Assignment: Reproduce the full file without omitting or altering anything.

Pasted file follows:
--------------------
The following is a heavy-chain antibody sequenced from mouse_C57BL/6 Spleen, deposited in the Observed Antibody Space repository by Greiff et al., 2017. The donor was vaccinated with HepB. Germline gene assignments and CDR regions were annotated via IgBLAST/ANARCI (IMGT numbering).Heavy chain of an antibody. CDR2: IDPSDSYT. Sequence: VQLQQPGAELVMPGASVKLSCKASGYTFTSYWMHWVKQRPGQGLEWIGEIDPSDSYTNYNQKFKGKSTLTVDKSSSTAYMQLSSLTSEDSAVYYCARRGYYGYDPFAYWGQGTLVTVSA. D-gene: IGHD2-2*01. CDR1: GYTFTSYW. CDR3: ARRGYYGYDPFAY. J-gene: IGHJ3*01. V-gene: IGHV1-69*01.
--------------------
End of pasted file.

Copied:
The following is a heavy-chain antibody sequenced from mouse_C57BL/6 Spleen, deposited in the Observed Antibody Space repository by Greiff et al., 2017. The donor was vaccinated with HepB. Germline gene assignments and CDR regions were annotated via IgBLAST/ANARCI (IMGT numbering).Heavy chain of an antibody. CDR2: IDPSDSYT. Sequence: VQLQQPGAELVMPGASVKLSCKASGYTFTSYWMHWVKQRPGQGLEWIGEIDPSDSYTNYNQKFKGKSTLTVDKSSSTAYMQLSSLTSEDSAVYYCARRGYYGYDPFAYWGQGTLVTVSA. D-gene: IGHD2-2*01. CDR1: GYTFTSYW. CDR3: ARRGYYGYDPFAY. J-gene: IGHJ3*01. V-gene: IGHV1-69*01.